Friday, 29 April 2011


Onward again to one of our loveliest stops yet. Our Camperstop book, which lists all the free places to stay in a motorhome in Europe, is 4 years out of date, a fact which tends to quicken the pulse when driving winding mountain roads in search of a potential stop with a hungry and angry Frankie, thinking, 'this can't be right' and 'please god let it still exist'. The tatty book hasn't let us down yet, and this place was a proper find. High in the olive groves above the sea, in the shadow of a hilltown with medieval castle, we arrived to our own private terrace under fig and olive trees, welcomed by the Italian farmers who owned the place, and all for free. We decided to stop for a couple of nights and explore the nearby hill town and its castle the next day.

Well the climb up to said town certainly got the blood flowing and, medieval castles forgotten, we went in search of lunch. This being pretty much a one horse town, our expectations weren't high, but a peroni and pizza would do nicely. Stumbling across an unprepossessing establishment, really just a doorway with Trattoria above, and a mercifully and miraculously sleeping Frankie, we ducked in and enquired about a beer. No beer, this is a restaurant, and one which we made the most of. Feeling in need of a treat, we ordered the 'glis di antipasti' for two and a bottle of local white wine. There followed a succession of some of the best dishes we had ever tasted. The place being next to empty, we enjoyed telepathic service from the proprieter, who brought out dish after dish at precisely the right moment - veal tartare followed asparagus omelette, and was followed by a plate of local salami, proscuttio and cured lard, seafood fritters, asparagus and mozarella fritters and chicken salad to finish. Frankie awoke as the nougat semi freddo arrived, and I think it was pretty much the best thing he's ever tasted.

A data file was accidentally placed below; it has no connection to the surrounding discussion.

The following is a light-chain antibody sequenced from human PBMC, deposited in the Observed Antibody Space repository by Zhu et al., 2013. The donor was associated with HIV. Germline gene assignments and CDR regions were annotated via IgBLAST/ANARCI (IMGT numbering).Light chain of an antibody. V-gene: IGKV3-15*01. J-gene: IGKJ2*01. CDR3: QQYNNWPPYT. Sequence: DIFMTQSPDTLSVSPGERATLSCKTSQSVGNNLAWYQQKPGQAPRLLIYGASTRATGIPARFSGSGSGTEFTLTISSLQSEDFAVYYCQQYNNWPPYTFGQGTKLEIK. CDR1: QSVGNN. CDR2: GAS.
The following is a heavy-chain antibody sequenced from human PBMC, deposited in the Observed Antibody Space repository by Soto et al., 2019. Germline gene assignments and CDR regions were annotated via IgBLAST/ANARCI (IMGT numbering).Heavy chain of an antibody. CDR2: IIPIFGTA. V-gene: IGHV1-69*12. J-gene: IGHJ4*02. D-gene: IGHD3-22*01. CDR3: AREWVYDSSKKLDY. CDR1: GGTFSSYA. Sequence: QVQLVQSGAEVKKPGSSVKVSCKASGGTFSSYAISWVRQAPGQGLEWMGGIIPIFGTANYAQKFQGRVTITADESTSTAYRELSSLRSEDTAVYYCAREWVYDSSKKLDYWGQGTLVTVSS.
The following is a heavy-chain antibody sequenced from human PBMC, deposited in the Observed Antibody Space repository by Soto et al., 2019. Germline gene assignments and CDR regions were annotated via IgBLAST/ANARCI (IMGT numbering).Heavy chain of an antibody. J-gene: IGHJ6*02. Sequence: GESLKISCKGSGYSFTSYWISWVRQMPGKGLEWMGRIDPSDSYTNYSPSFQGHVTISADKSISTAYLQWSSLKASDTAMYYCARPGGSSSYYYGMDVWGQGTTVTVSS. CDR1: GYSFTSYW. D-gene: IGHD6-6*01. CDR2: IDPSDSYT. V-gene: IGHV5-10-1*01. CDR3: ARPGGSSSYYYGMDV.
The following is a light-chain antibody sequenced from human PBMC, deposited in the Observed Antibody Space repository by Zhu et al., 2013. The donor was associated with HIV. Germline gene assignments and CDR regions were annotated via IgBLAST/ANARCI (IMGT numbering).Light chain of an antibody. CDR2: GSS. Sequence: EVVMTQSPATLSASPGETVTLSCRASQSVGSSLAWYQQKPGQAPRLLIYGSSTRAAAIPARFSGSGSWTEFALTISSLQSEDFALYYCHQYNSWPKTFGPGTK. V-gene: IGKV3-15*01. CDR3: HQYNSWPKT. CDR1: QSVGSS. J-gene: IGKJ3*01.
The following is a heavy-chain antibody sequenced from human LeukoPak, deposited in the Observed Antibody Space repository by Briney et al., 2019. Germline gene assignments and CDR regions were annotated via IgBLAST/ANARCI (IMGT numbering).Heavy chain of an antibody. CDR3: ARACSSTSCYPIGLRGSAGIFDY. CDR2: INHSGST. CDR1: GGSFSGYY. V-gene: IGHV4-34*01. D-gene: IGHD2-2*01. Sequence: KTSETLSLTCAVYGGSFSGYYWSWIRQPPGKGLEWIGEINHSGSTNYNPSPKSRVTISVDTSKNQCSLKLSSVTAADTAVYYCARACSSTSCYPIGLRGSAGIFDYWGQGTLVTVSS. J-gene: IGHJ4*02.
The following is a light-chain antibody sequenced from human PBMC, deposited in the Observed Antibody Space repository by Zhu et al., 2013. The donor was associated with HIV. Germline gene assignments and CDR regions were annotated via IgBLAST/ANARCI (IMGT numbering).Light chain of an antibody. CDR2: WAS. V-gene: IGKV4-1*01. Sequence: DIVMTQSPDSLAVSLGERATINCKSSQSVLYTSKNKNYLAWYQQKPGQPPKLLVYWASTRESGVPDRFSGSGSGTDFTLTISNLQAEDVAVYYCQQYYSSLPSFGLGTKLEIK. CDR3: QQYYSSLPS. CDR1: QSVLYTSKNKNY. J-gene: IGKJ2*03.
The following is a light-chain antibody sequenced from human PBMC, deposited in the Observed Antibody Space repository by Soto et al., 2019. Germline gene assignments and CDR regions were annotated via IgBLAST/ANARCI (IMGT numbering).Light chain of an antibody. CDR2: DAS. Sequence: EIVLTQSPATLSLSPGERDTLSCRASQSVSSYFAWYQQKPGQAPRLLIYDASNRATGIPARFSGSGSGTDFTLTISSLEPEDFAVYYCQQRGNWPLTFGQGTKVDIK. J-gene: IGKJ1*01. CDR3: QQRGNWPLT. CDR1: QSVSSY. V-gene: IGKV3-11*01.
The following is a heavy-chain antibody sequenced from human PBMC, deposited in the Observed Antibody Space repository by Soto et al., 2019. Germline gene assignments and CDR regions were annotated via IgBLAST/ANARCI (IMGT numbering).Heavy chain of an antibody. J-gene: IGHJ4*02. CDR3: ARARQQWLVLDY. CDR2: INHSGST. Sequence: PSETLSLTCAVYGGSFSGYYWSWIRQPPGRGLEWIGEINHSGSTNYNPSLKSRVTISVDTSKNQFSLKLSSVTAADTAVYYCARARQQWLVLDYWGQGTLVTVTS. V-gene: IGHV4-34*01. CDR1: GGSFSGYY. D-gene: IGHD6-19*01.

We left our lovely camp with regret, and had a slightly more stressful time trying to negotiate the frankly baffling road system around the town of Lucca (which in itself is quite a nice historic place but the parking restrictions placed on campervans did hinder our enjoyment of it) on the way to Florence.

1 comment:

  1. Ah your food description is making me salivate. Kenyan cuisine- Ugali and chewy fried meat isn't the best in the world.